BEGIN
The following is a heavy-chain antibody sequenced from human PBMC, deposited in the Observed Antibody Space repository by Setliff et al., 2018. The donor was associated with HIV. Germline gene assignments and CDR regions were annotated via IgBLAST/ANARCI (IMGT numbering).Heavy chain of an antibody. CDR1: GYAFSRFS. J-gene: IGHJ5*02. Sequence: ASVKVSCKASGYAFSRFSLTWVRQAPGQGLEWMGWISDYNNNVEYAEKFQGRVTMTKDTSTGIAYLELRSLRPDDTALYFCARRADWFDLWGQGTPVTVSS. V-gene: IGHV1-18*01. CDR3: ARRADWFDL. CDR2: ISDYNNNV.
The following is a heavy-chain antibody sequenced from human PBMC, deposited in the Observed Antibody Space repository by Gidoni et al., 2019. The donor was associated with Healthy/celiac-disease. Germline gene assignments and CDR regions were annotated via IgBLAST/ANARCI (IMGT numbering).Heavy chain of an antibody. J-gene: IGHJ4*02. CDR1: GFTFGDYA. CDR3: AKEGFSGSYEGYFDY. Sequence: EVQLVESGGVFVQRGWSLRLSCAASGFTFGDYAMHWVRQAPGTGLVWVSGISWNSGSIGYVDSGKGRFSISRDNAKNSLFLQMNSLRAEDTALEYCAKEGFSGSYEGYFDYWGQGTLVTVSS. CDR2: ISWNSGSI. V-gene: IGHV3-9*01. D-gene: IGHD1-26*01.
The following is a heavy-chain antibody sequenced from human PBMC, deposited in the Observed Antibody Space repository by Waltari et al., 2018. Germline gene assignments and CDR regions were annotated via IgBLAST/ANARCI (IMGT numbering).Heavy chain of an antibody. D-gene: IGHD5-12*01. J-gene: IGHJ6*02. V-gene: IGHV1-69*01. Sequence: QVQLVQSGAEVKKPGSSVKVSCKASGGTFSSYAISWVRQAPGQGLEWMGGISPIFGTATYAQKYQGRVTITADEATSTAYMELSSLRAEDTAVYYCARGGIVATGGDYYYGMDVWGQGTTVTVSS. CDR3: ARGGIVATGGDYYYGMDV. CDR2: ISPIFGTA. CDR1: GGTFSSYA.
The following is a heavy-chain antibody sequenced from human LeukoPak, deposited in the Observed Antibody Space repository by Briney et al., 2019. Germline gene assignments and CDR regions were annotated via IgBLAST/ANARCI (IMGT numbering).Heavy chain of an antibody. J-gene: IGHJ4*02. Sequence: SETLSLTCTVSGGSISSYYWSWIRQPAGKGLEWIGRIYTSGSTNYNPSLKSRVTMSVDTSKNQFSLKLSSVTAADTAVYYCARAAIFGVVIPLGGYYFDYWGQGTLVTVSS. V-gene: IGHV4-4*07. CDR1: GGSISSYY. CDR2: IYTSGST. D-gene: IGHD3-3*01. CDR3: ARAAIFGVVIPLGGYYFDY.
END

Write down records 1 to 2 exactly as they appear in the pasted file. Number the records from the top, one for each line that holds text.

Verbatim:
The following is a heavy-chain antibody sequenced from human PBMC, deposited in the Observed Antibody Space repository by Setliff et al., 2018. The donor was associated with HIV. Germline gene assignments and CDR regions were annotated via IgBLAST/ANARCI (IMGT numbering).Heavy chain of an antibody. CDR1: GYAFSRFS. J-gene: IGHJ5*02. Sequence: ASVKVSCKASGYAFSRFSLTWVRQAPGQGLEWMGWISDYNNNVEYAEKFQGRVTMTKDTSTGIAYLELRSLRPDDTALYFCARRADWFDLWGQGTPVTVSS. V-gene: IGHV1-18*01. CDR3: ARRADWFDL. CDR2: ISDYNNNV.
The following is a heavy-chain antibody sequenced from human PBMC, deposited in the Observed Antibody Space repository by Gidoni et al., 2019. The donor was associated with Healthy/celiac-disease. Germline gene assignments and CDR regions were annotated via IgBLAST/ANARCI (IMGT numbering).Heavy chain of an antibody. J-gene: IGHJ4*02. CDR1: GFTFGDYA. CDR3: AKEGFSGSYEGYFDY. Sequence: EVQLVESGGVFVQRGWSLRLSCAASGFTFGDYAMHWVRQAPGTGLVWVSGISWNSGSIGYVDSGKGRFSISRDNAKNSLFLQMNSLRAEDTALEYCAKEGFSGSYEGYFDYWGQGTLVTVSS. CDR2: ISWNSGSI. V-gene: IGHV3-9*01. D-gene: IGHD1-26*01.